Calculus (3rd Edition)

Published by W. H. Freeman
ISBN 10: 1464125260
ISBN 13: 978-1-46412-526-3

Chapter 3 - Differentiation - 3.7 The Chain Rule - Exercises - Page 146: 29



Work Step by Step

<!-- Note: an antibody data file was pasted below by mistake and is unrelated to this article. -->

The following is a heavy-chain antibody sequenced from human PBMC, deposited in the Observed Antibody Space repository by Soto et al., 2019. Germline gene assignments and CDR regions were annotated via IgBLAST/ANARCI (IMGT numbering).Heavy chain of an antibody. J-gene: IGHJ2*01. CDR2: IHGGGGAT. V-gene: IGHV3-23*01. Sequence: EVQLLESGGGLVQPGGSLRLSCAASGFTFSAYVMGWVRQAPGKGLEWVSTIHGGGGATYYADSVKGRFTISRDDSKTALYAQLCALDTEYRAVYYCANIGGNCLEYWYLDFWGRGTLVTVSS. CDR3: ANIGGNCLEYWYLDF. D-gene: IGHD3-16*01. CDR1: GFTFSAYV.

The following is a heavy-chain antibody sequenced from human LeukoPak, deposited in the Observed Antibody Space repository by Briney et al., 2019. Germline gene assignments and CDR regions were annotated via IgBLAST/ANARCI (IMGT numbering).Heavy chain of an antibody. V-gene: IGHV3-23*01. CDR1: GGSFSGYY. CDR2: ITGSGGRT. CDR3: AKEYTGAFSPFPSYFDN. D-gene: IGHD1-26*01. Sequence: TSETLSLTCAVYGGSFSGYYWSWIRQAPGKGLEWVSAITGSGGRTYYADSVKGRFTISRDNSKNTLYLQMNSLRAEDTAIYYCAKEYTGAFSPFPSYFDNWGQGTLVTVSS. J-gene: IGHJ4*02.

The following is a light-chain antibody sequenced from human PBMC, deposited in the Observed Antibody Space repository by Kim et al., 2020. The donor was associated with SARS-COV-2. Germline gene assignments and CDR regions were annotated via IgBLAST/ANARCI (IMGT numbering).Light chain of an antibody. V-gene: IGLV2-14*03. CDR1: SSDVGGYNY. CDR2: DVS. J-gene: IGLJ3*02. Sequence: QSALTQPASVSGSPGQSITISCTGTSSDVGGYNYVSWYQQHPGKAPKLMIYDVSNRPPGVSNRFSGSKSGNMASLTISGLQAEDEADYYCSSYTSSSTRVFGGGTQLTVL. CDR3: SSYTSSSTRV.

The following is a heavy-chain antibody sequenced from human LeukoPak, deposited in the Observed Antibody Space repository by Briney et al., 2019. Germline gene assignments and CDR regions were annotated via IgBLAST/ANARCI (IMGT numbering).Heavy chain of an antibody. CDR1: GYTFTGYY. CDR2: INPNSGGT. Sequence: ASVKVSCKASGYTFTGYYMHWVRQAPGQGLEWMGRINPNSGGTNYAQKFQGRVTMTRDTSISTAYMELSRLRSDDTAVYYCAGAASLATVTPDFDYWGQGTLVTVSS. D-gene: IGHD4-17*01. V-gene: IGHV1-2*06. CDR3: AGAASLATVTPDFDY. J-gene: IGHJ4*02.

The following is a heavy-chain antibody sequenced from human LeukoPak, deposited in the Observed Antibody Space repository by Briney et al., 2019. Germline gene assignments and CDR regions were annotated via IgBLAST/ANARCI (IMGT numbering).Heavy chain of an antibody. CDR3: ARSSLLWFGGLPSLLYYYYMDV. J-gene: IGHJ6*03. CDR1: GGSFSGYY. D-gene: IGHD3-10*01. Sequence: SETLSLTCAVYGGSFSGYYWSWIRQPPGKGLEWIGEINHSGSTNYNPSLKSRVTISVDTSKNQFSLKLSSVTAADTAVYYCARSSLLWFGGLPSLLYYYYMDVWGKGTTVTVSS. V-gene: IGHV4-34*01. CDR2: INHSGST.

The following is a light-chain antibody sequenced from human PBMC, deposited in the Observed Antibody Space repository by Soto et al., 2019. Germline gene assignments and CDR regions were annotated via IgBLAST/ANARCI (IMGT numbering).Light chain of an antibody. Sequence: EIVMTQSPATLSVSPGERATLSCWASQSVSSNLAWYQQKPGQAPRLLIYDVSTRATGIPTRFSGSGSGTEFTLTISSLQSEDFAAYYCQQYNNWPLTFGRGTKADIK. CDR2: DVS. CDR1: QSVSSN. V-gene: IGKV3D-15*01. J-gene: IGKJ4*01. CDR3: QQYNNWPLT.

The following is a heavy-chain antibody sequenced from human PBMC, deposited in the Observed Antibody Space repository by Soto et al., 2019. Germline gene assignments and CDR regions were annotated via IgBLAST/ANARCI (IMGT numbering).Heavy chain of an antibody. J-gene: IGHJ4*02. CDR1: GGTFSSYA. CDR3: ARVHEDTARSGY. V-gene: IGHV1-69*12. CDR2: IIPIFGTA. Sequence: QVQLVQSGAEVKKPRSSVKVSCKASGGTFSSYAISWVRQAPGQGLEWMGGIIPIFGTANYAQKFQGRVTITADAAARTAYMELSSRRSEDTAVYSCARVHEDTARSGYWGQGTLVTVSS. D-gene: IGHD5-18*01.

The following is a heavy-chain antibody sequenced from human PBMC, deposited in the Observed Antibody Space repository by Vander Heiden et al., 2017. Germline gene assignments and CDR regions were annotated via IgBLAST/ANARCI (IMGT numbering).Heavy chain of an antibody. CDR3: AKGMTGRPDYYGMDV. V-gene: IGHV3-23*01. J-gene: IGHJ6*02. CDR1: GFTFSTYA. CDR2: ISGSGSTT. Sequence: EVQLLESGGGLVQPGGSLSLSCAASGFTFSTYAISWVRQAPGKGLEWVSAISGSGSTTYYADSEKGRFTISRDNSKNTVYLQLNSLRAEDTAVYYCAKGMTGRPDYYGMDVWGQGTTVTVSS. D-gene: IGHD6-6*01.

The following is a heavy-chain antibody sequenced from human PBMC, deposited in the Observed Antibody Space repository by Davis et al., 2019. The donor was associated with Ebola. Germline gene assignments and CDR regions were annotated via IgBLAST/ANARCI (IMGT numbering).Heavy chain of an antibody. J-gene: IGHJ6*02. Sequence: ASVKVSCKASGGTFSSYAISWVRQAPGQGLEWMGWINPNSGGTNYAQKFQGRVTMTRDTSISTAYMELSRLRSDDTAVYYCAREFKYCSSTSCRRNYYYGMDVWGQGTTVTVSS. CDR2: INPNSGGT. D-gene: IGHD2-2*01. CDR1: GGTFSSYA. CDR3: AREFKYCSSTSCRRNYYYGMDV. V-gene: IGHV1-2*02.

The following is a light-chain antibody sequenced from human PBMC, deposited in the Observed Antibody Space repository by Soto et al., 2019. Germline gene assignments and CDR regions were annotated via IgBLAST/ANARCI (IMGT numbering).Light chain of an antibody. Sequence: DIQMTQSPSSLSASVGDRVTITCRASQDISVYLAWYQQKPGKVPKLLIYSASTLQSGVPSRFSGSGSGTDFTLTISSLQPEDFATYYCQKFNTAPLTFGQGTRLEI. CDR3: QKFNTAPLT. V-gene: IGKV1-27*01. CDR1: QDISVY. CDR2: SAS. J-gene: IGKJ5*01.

The chain rule states that if y=g(h(x)), then y'=g'(h(x))h'(x). Since y=sin($x^{2}$), we can set g(x)=sin(x) (outside function) and h(x)=$x^{2}$ (inside function), and use the chain rule to find y'. Therefore, y'=g'($x^{2}$)h'(x) We know that $\frac{d}{dx}$[sin(x)]=cos(x), it'd be a good idea to memorize this derivative $\frac{d}{dx}$[$x^{2}$]=2x, using the power rule Now that we know that g'(x)=cos(x) and h'(x)=2x, we can find y'. y'=cos($x^{2}$)*(2x) =2xcos($x^{2}$)
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